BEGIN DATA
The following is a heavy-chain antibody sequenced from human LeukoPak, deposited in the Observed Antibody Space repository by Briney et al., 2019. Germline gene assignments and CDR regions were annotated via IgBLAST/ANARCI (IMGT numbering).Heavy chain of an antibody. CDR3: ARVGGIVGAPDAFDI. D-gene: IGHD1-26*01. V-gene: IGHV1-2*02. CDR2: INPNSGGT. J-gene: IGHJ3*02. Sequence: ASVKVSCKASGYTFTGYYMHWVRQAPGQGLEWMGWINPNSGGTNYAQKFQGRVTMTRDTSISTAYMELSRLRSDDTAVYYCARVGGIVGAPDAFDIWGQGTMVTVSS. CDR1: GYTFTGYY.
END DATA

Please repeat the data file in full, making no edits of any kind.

The following is a heavy-chain antibody sequenced from human LeukoPak, deposited in the Observed Antibody Space repository by Briney et al., 2019. Germline gene assignments and CDR regions were annotated via IgBLAST/ANARCI (IMGT numbering).Heavy chain of an antibody. CDR3: ARVGGIVGAPDAFDI. D-gene: IGHD1-26*01. V-gene: IGHV1-2*02. CDR2: INPNSGGT. J-gene: IGHJ3*02. Sequence: ASVKVSCKASGYTFTGYYMHWVRQAPGQGLEWMGWINPNSGGTNYAQKFQGRVTMTRDTSISTAYMELSRLRSDDTAVYYCARVGGIVGAPDAFDIWGQGTMVTVSS. CDR1: GYTFTGYY.